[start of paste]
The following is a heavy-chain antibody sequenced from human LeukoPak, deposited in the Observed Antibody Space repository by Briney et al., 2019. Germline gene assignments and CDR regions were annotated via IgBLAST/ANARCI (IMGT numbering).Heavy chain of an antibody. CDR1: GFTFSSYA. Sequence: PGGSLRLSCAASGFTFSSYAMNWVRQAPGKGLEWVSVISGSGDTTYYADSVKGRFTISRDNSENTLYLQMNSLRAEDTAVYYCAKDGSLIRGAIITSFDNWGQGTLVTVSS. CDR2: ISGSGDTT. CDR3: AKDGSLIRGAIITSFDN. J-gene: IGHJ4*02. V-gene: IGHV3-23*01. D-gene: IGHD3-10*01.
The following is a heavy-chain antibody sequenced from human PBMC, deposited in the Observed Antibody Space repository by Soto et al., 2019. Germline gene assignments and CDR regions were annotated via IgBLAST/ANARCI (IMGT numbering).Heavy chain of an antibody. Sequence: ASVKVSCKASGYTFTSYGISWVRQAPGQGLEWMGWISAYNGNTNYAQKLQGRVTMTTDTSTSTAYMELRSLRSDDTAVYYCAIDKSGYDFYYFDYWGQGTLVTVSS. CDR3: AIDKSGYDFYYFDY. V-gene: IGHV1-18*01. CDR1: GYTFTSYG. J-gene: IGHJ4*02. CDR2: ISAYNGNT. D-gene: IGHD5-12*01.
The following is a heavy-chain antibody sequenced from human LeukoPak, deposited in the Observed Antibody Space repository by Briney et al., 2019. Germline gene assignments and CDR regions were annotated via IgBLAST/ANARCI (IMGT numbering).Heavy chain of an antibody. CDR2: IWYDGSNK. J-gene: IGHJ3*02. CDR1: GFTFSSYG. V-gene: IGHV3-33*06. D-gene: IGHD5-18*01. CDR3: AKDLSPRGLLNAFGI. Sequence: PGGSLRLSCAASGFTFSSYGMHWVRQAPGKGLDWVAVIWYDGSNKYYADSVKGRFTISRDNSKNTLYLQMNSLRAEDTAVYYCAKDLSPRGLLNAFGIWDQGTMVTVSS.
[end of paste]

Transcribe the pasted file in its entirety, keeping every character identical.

The following is a heavy-chain antibody sequenced from human LeukoPak, deposited in the Observed Antibody Space repository by Briney et al., 2019. Germline gene assignments and CDR regions were annotated via IgBLAST/ANARCI (IMGT numbering).Heavy chain of an antibody. CDR1: GFTFSSYA. Sequence: PGGSLRLSCAASGFTFSSYAMNWVRQAPGKGLEWVSVISGSGDTTYYADSVKGRFTISRDNSENTLYLQMNSLRAEDTAVYYCAKDGSLIRGAIITSFDNWGQGTLVTVSS. CDR2: ISGSGDTT. CDR3: AKDGSLIRGAIITSFDN. J-gene: IGHJ4*02. V-gene: IGHV3-23*01. D-gene: IGHD3-10*01.
The following is a heavy-chain antibody sequenced from human PBMC, deposited in the Observed Antibody Space repository by Soto et al., 2019. Germline gene assignments and CDR regions were annotated via IgBLAST/ANARCI (IMGT numbering).Heavy chain of an antibody. Sequence: ASVKVSCKASGYTFTSYGISWVRQAPGQGLEWMGWISAYNGNTNYAQKLQGRVTMTTDTSTSTAYMELRSLRSDDTAVYYCAIDKSGYDFYYFDYWGQGTLVTVSS. CDR3: AIDKSGYDFYYFDY. V-gene: IGHV1-18*01. CDR1: GYTFTSYG. J-gene: IGHJ4*02. CDR2: ISAYNGNT. D-gene: IGHD5-12*01.
The following is a heavy-chain antibody sequenced from human LeukoPak, deposited in the Observed Antibody Space repository by Briney et al., 2019. Germline gene assignments and CDR regions were annotated via IgBLAST/ANARCI (IMGT numbering).Heavy chain of an antibody. CDR2: IWYDGSNK. J-gene: IGHJ3*02. CDR1: GFTFSSYG. V-gene: IGHV3-33*06. D-gene: IGHD5-18*01. CDR3: AKDLSPRGLLNAFGI. Sequence: PGGSLRLSCAASGFTFSSYGMHWVRQAPGKGLDWVAVIWYDGSNKYYADSVKGRFTISRDNSKNTLYLQMNSLRAEDTAVYYCAKDLSPRGLLNAFGIWDQGTMVTVSS.